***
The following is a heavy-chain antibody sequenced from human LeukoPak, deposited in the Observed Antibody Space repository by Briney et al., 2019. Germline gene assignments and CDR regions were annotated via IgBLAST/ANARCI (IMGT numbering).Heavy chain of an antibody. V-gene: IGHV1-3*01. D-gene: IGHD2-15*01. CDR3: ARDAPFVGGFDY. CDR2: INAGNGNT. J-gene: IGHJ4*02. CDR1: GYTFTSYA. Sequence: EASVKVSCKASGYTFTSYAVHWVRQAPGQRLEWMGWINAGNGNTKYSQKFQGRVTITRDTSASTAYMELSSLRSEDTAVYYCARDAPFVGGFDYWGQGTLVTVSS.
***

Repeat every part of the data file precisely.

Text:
The following is a heavy-chain antibody sequenced from human LeukoPak, deposited in the Observed Antibody Space repository by Briney et al., 2019. Germline gene assignments and CDR regions were annotated via IgBLAST/ANARCI (IMGT numbering).Heavy chain of an antibody. V-gene: IGHV1-3*01. D-gene: IGHD2-15*01. CDR3: ARDAPFVGGFDY. CDR2: INAGNGNT. J-gene: IGHJ4*02. CDR1: GYTFTSYA. Sequence: EASVKVSCKASGYTFTSYAVHWVRQAPGQRLEWMGWINAGNGNTKYSQKFQGRVTITRDTSASTAYMELSSLRSEDTAVYYCARDAPFVGGFDYWGQGTLVTVSS.